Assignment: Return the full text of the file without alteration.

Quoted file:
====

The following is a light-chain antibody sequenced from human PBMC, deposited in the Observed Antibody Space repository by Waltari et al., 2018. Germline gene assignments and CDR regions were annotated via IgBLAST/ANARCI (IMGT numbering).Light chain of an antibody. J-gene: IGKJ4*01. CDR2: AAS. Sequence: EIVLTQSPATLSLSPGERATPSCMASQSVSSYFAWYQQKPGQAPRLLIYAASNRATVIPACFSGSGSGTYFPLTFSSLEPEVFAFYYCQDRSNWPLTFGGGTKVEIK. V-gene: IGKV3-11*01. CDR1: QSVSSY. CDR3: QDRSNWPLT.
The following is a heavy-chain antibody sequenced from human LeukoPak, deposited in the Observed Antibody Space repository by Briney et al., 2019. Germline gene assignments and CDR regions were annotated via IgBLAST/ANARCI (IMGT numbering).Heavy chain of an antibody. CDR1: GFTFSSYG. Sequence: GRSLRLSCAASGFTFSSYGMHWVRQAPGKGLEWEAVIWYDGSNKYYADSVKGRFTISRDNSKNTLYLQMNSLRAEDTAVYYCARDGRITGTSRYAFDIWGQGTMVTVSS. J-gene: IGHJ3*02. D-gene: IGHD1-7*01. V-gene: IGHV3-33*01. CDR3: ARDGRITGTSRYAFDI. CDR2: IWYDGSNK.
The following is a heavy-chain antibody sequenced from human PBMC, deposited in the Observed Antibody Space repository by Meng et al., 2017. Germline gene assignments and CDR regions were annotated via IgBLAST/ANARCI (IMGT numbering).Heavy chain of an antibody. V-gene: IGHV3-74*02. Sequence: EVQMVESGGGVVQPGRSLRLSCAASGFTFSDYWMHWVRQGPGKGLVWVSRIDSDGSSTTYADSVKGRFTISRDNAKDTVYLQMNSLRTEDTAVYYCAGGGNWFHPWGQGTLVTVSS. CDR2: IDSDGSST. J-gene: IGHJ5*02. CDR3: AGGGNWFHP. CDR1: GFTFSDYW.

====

The following is a light-chain antibody sequenced from human PBMC, deposited in the Observed Antibody Space repository by Waltari et al., 2018. Germline gene assignments and CDR regions were annotated via IgBLAST/ANARCI (IMGT numbering).Light chain of an antibody. J-gene: IGKJ4*01. CDR2: AAS. Sequence: EIVLTQSPATLSLSPGERATPSCMASQSVSSYFAWYQQKPGQAPRLLIYAASNRATVIPACFSGSGSGTYFPLTFSSLEPEVFAFYYCQDRSNWPLTFGGGTKVEIK. V-gene: IGKV3-11*01. CDR1: QSVSSY. CDR3: QDRSNWPLT.
The following is a heavy-chain antibody sequenced from human LeukoPak, deposited in the Observed Antibody Space repository by Briney et al., 2019. Germline gene assignments and CDR regions were annotated via IgBLAST/ANARCI (IMGT numbering).Heavy chain of an antibody. CDR1: GFTFSSYG. Sequence: GRSLRLSCAASGFTFSSYGMHWVRQAPGKGLEWEAVIWYDGSNKYYADSVKGRFTISRDNSKNTLYLQMNSLRAEDTAVYYCARDGRITGTSRYAFDIWGQGTMVTVSS. J-gene: IGHJ3*02. D-gene: IGHD1-7*01. V-gene: IGHV3-33*01. CDR3: ARDGRITGTSRYAFDI. CDR2: IWYDGSNK.
The following is a heavy-chain antibody sequenced from human PBMC, deposited in the Observed Antibody Space repository by Meng et al., 2017. Germline gene assignments and CDR regions were annotated via IgBLAST/ANARCI (IMGT numbering).Heavy chain of an antibody. V-gene: IGHV3-74*02. Sequence: EVQMVESGGGVVQPGRSLRLSCAASGFTFSDYWMHWVRQGPGKGLVWVSRIDSDGSSTTYADSVKGRFTISRDNAKDTVYLQMNSLRTEDTAVYYCAGGGNWFHPWGQGTLVTVSS. CDR2: IDSDGSST. J-gene: IGHJ5*02. CDR3: AGGGNWFHP. CDR1: GFTFSDYW.